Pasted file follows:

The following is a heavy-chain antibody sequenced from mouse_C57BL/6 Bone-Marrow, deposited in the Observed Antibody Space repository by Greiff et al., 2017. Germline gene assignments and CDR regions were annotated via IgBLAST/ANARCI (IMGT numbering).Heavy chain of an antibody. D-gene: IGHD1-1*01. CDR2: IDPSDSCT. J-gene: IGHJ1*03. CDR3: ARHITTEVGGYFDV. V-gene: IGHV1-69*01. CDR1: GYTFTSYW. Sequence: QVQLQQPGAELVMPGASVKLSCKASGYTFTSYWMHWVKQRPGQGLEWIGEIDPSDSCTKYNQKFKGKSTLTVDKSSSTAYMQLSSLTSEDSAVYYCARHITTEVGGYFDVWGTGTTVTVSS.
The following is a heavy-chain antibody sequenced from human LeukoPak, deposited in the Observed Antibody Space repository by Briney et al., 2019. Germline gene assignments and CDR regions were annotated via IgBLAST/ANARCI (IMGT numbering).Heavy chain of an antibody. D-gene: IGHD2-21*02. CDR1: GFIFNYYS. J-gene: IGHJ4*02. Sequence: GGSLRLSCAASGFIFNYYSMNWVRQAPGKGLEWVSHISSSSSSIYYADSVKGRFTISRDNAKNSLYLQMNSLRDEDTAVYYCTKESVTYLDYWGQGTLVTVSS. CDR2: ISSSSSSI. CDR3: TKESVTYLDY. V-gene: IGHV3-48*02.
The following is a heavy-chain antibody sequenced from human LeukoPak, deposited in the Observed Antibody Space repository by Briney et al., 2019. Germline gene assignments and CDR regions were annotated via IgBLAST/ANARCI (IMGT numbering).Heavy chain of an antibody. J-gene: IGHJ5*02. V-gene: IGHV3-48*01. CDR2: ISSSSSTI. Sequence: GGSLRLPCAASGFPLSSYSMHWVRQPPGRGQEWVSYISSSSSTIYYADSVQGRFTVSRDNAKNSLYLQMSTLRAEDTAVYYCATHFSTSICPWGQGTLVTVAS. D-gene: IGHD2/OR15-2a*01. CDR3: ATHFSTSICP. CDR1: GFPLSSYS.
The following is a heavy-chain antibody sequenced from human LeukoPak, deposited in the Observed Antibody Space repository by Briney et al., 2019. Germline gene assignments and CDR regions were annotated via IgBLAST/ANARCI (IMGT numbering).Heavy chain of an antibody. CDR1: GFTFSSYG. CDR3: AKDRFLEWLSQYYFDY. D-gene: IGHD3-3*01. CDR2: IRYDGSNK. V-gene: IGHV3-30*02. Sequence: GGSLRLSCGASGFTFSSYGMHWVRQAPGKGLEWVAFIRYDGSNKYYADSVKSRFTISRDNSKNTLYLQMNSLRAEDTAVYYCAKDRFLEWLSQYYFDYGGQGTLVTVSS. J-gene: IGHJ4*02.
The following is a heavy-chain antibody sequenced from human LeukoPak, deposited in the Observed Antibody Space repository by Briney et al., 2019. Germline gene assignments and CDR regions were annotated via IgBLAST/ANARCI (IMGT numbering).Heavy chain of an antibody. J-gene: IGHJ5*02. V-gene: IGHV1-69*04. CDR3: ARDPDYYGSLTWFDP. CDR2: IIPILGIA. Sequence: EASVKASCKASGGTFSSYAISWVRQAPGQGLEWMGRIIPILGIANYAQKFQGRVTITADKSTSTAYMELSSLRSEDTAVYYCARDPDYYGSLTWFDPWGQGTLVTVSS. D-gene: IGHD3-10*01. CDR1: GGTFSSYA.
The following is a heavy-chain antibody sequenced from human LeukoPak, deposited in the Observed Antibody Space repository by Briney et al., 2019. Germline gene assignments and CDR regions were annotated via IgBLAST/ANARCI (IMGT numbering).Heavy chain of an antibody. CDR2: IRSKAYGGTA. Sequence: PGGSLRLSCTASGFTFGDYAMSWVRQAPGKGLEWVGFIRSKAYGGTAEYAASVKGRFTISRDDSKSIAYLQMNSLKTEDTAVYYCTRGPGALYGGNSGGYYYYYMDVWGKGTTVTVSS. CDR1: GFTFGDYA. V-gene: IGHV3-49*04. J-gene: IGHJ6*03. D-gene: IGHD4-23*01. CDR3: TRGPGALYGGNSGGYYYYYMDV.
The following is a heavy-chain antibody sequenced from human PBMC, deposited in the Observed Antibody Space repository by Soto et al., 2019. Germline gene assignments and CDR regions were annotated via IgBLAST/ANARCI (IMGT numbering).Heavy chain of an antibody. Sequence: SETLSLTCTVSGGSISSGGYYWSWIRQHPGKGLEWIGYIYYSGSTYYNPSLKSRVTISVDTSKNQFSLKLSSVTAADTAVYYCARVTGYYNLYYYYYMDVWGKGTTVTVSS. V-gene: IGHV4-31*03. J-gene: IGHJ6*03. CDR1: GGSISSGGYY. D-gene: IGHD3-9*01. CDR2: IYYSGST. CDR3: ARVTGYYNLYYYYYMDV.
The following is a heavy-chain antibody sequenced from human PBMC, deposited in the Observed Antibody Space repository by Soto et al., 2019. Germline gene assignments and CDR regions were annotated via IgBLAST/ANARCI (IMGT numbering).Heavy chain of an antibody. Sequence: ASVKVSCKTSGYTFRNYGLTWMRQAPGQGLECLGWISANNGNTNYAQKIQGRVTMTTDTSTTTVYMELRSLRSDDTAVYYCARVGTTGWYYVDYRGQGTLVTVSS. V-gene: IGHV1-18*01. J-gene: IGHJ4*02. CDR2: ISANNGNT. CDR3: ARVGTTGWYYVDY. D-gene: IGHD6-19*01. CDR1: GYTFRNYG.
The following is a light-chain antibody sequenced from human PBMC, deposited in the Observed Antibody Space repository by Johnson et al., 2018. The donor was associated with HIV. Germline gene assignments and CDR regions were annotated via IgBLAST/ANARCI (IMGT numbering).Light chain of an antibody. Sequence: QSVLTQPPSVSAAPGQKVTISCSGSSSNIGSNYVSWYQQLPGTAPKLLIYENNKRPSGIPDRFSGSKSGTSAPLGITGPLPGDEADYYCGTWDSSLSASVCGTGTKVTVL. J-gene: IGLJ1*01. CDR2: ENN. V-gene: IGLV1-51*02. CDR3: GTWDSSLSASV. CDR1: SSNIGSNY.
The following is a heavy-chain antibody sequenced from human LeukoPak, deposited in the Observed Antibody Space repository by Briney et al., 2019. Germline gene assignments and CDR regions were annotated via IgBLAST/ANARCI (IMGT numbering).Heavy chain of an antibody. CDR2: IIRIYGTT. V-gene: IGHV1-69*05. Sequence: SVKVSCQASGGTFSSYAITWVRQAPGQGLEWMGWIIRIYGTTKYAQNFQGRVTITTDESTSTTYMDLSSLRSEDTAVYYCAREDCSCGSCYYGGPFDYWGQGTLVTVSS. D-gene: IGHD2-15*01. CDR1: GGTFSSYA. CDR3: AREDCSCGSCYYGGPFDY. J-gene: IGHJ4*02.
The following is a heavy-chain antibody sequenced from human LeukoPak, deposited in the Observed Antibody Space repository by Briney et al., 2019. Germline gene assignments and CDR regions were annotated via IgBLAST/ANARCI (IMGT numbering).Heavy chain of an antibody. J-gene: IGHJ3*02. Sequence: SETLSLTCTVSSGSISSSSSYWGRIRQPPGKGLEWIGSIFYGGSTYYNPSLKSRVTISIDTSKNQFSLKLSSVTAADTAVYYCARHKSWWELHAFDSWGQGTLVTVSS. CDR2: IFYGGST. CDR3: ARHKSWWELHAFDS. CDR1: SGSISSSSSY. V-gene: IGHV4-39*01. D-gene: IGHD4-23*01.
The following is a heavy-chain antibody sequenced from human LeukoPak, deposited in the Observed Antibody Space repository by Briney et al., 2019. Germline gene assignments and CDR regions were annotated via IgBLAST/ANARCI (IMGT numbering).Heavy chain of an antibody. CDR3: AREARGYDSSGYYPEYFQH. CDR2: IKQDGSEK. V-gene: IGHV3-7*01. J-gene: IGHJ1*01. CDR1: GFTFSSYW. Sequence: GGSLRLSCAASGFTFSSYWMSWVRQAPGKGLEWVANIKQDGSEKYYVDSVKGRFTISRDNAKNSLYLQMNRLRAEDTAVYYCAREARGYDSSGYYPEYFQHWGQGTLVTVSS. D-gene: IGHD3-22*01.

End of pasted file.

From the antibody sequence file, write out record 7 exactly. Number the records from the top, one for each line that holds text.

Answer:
The following is a heavy-chain antibody sequenced from human PBMC, deposited in the Observed Antibody Space repository by Soto et al., 2019. Germline gene assignments and CDR regions were annotated via IgBLAST/ANARCI (IMGT numbering).Heavy chain of an antibody. Sequence: SETLSLTCTVSGGSISSGGYYWSWIRQHPGKGLEWIGYIYYSGSTYYNPSLKSRVTISVDTSKNQFSLKLSSVTAADTAVYYCARVTGYYNLYYYYYMDVWGKGTTVTVSS. V-gene: IGHV4-31*03. J-gene: IGHJ6*03. CDR1: GGSISSGGYY. D-gene: IGHD3-9*01. CDR2: IYYSGST. CDR3: ARVTGYYNLYYYYYMDV.